Admittedly, these skills aren’t called into play all too often, but sometimes they’ll come rushing back when I least expect it.


            A few weeks ago, my (future) son-in-law, a handful of his groomsmen and I all went out to buy our wedding suits. Finding nice suits that not only fit, but that also matched and were readily available for almost a dozen men of disparate sizes and ages was no easy feat, but they were found at Macy’s.

            As is typical of the current retail trend, there was one person per department (if that) and that person was shackled behind the IMG_1001cash register. I truly believe store employees aren’t allowed to step from behind the register lest they burst into flames, so when a group of guys came in all at once to buy suits; that register shackle got inexplicably shorter. We all managed to find what we needed on our own and those that didn’t could order what they needed. After we tried on the various sizes in the dressing rooms, we went up one by one to pay for our suits.

            The cashier rang up the first guy in our party without too much difficulty. He did have to call to reserve a jacket in a different size (the suits were sold as separates) in a different store, so in order to preserve the special pricing we received, a jacket in the wrong size was purchased and an exchange would be made the next day in the other store. This wasn’t as complicated as it sounds, but it took at least twenty minutes to get it set-up.

            When the sale was done, the cashier took the pants and wadded them up around his forearms as if he was reeling in fifty feet of extension cord from a hedge trimmer and then he shoved them in a plastic bag. I watched in horror as he took the suit coat and did the same thing, twirling it around as if he were making taffy until finally cramming it in with the pants. He then held the overstuffed bag at arm’s length as if it were a sack of fetid diapers. “Here ya’ go!” he said.

            I was next.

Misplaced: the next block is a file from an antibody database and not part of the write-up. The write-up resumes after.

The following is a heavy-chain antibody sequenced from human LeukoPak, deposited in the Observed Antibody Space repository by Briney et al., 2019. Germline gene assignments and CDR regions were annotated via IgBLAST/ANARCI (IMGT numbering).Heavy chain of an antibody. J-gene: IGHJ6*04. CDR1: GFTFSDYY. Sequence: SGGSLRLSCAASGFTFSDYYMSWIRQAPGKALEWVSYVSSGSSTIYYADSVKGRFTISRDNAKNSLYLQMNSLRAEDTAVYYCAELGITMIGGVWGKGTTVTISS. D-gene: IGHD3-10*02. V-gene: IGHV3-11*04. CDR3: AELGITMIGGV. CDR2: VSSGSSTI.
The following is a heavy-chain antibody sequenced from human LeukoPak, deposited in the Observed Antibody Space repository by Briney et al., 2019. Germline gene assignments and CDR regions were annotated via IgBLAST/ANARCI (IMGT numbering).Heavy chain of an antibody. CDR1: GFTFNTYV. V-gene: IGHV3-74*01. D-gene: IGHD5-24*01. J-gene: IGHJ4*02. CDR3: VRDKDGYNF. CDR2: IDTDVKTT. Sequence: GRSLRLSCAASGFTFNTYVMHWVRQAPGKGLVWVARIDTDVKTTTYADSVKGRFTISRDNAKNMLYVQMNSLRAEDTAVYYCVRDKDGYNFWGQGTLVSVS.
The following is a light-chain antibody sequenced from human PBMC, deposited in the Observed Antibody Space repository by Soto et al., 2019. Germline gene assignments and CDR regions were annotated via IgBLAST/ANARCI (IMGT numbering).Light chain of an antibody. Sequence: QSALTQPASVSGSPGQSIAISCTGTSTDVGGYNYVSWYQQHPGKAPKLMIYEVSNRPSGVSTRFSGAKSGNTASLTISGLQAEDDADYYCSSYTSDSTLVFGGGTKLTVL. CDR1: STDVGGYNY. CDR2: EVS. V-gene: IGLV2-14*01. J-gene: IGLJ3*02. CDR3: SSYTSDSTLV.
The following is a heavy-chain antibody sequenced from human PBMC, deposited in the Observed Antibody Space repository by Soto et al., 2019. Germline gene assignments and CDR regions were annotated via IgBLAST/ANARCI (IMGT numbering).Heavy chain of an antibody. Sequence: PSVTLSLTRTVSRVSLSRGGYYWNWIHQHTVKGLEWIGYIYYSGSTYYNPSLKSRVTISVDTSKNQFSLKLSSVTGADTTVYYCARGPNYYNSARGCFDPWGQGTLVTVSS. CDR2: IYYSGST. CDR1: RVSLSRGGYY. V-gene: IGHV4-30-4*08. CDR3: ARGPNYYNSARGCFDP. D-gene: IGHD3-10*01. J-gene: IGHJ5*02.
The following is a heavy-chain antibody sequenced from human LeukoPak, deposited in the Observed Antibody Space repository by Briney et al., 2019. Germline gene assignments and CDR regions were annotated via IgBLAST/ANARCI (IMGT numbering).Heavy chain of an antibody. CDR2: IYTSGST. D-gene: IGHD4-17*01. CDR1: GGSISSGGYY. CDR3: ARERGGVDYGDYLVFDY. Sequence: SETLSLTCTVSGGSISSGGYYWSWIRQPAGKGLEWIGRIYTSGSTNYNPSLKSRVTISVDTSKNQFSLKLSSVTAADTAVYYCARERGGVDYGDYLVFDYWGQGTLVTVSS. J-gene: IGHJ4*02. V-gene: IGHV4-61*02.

“I’d like the suit left on a hanger, not wadded up and shoved in a bag like dirty laundry,” I said as kindly as I could. He was not much older than I was when I started selling suits, but he didn’t have a Jack Comber to show him the ropes. Nobody does anymore, and one can’t blame anyone for doing something wrong if nobody ever showed them how to do it right.

            “OK, that pole? The one with the notch on top? Just hang the suit on that,” I said. “Now see if you can find a big plastic bag with a slot in the top.”

            He scrounged around and found one.

            “OK, slip it over the suit, hang on to the hanger, step on that foot pedal to drop the pole and there you go. Now tie a knot in the bottom of the bag so that if the pants fall off the hanger, they won’t fall out of the bag.”

            It was as if a lightbulb went on in is head and he just learned a new language. After that, the rest of the suits were properly dispensed, just as they should be. My (future) son-in-law had to show him how to put pants on a suit hanger, but that seemed to go well and by the end of the night, if he was paid on commission, he made a tidy buck and learned how to do his job a little better. Who knows if that salesclerk will someday leave the confines of the cash register and actually help somebody find a suit, but it is possible to make a decent living in retail—one just has to do more than stand behind a counter and scan UPC codes.


             I miss the way things were in the old department stores. Even Macy’s, which is big, isn’t that grand. Maybe it is in Manhattan, but not anywhere else that I’ve seen. Nobody gets trained in anything other than how to point a laser scanner, nobody walks the floors asking if they can help and nobody cleans the pins and discards from the dressing rooms.

            We’ve all gotten used to figuring it out by ourselves, often left alone to shuffle through the piles until we get frustrated and leave empty handed. It’s no longer McCurdy’s and the Garden Room for lunch; it’s Old Navy and the food court, and that’s a shame.

            We constantly hear how the Internet killed brick and mortar stores, but I don’t think that’s entirely true. I think the lack of customer service drove the nails in the coffin as corners were cut in the wrong places. If I’m not going to get any help whatsoever, I can do that online, at home, in my pajamas, just by clicking the right radio buttons with my mouse pointer. If you give people something special with even an ounce of personal interaction, and if you make them feel as if the money they’re spending is appreciated, that’s what gets them through the doors—even if those doors don’t revolve anymore.








Still looks as good (or bad) as it did 40 years ago.

Still looks as good (or bad) as it did 40 years ago.